The National Institute for Health and Care Excellence (NICE) is an independent organisation set up by the Government in 1999, to tackle the variation in availability and quality of healthcare in the NHS. NICE is funded by and accountable to the Department of Health and Social Care.
NICE provide technology appraisals, clinical guidance and quality standards on treatments and care. This consists of recommendations on how to best identify, refer, diagnose, treat and manage patients based on the best evidence available. NICE is internationally recognised for its scientific robustness and the quality and accuracy of its recommendations.
What NICE clinical guidelines are used for
NICE clinical guidelines are intended for health and social care professionals, commissioners, patients and carers to help them make informed decisions on the appropriate treatment and care.
When put into practice, NICE guidelines have the potential to effectively target health and care resources to significantly improve patient outcomes, in line with the best available evidence of clinical and cost-effectiveness. Although healthcare professionals and commissioners are not legally obliged to follow NICE guidelines, they are expected to take them into full account when making decisions on treatment and care for patients.
How NICE clinical guidelines are developed
The Department of Health and Social Care decides which topics NICE should develop clinical guidelines on. For each guideline, NICE establishes a guideline development group which comprises of healthcare professionals, researchers, patients and carers. The group produces a draft scope which sets out what the guideline will and will not cover. Patients, carer organisations and other relevant stakeholders are consulted with during this process.
The guideline development group then decide on a list of questions based on the scope. These questions are used to find relevant research evidence. Based on the quality and relevance of this evidence the guideline development group make their recommendations. A draft guideline is published and stakeholders are invited to comment during a public consultation.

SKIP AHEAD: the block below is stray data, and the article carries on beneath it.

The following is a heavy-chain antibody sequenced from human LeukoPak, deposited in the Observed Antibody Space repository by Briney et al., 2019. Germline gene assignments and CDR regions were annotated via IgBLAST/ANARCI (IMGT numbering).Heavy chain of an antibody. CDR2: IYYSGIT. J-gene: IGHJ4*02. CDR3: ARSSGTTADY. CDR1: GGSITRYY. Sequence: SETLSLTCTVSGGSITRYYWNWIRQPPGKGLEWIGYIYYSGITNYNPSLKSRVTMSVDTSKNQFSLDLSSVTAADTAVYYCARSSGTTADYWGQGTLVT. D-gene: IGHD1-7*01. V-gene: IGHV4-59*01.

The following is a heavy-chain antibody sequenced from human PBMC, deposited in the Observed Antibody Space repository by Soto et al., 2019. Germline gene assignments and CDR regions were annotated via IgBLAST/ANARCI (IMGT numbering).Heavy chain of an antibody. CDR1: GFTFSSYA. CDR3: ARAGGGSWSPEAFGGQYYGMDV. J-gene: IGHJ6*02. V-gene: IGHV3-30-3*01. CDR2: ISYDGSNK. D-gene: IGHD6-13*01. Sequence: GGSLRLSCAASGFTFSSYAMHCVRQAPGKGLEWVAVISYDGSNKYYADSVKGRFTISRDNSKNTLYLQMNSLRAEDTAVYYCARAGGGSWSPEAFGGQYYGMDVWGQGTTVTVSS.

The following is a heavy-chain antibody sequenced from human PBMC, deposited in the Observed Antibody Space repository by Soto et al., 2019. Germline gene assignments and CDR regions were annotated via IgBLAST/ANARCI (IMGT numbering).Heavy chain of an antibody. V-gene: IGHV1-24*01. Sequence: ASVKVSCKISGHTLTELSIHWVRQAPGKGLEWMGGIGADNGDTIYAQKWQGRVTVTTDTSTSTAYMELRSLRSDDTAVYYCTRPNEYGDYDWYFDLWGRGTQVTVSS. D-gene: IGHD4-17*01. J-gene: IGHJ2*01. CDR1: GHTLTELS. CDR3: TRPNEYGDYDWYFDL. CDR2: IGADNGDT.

Following the consultation period, the guideline development group reviews the comments received, and amends the guideline if considered appropriate. The final changes are then approved by NICE and published on the NICE website.
How decisions are made in the devolved countries
NICE guidelines officially only cover England. Decisions on how they apply to Wales, Scotland and Northern Ireland are made by the devolved administrators, who are often involved and consulted with in the development of NICE guidelines. NICE also has specific agreements in place to provide certain services and products to Wales, Scotland and Northern Ireland.
In Wales, clinical guidelines produced by NICE apply, although decisions on medication are often subject to approval by the All Wales Medicines Strategy Group (AWMSG).
In Scotland, the Scottish Intercollegiate Guidelines Network (SIGN) is responsible for developing evidence based clinical practice guidelines. A separate body, the Scottish Medicines Consortium (SMC) produces guidance on medicines. Both bodies fall under Healthcare Improvement Scotland (HIS), which was established in 2010 to support the Scottish Government’s Healthcare Strategy.
In Northern Ireland, the Department of Health (DoH) review guidelines produced by NICE and decide whether it is relevant to Northern Ireland. When guidance is not relevant the DoH advises on any changes which need to be made, majority of NICE guidance, are however approved by the DoH.